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Women in (Short) Horror Month Sinister Seven, Day 6: Laurel Vail

Monday, February 25, 2019 | Short Films

This Women in Horror Month I’m celebrating some of the women who focus on short horror films.  Every day from now until the end of the February, I’ll be featuring a new Sinister Seven interview with a different short horror film director to talk about what it’s like to be a woman in the business of giving us big scares in small doses.

Last year I got to take a look at Laurel Vail’s horror short film directorial debut, What Metal Girls Are Into.  Vail injects a lot of humor and a few well-placed splashes of blood to give us a cathartic depiction of the ways that women deal with toxic masculinity.  In the interview below, Vail talks about how her experiences influence her work and the the lessons she learned from making her first short film.

What attracts you to the short film medium?  If you’ve also done feature length movies, how do they differ (other than length)?
From a practical standpoint, I’m just starting out, so I needed to do something small so I could raise enough money and get the experience I’m looking for from it. For me it was like crash-course film school. I plan to do at least one more short before even attempting a feature. I know I have more to learn and a short is still manageable for me to produce on my own.

Creatively, shorts are fun because you can be more experimental, use less traditional story-telling methods, and get away with things that feel silly in a feature length project. My short is pretty traditional as far as story-telling style, but it’s very on-the-nose. This is why I haven’t fully worked out what a feature length version of the film will be. It can’t just be a stretched out version of the same thing. It would feel obvious and goofy in many ways. That wouldn’t be what I want. So both types of film have their benefits and drawbacks as far as story-telling.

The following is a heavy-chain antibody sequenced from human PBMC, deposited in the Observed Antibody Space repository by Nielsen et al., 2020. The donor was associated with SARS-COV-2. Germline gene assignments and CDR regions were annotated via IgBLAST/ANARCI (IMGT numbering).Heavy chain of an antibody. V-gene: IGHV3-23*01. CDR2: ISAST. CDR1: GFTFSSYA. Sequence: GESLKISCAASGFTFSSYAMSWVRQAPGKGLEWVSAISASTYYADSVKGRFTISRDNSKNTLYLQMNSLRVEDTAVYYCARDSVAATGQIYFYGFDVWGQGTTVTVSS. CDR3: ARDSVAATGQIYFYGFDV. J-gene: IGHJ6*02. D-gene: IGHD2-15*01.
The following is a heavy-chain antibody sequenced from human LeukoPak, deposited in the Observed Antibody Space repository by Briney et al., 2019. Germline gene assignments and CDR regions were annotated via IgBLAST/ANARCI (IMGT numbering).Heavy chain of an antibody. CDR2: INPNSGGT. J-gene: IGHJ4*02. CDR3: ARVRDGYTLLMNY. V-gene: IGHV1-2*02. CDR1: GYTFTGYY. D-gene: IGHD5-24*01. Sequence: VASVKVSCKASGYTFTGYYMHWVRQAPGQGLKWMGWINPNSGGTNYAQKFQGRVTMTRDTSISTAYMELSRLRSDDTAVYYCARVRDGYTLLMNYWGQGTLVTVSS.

Edgar Allan Poe believed that a good short story achieves a “singular effect” that elicits one strong emotion from the reader throughout.  Do you believe this to be true of short films?
Yes. I think this goes back to the creative benefits of short form content. If the main goal is to get a specific reaction.  You have a lot of freedom in ways to get there. If you only need 2 minutes for a crazy jump scare, great! Short film success! You can spend a few minutes building up suspense, and then have a fun twist. You don’t have to spend time developing a character’s backstory or their full hero’s journey. It’s an efficient medium, designed to be effective without all the things you (traditionally) need for an effective feature. You can still use traditional structure on a smaller scale for short film, but you don’t really have to for it to still be effective.

A lot of short films have an independent, DIY vibe.  What are some of the benefits and the challenges of making films in those circumstances?
Since short films almost never make any money, it’s rare to find traditional investors when you’re raising funds. I went with a crowdfunding site, so I asked everyone I know to throw me a little bit of money. It’s easier to convince someone to give you $10 than $1,000 for zero return (besides supporting the arts). That’s not to say it’s impossible, but for horror films, you’re unlikely to get any grant money, etc. So the challenges are the same as making a low budget feature. There’s just less money at stake. It helps to write with a budget in mind and then be very prepared before you are shooting so you don’t have too many unexpected expenses on set.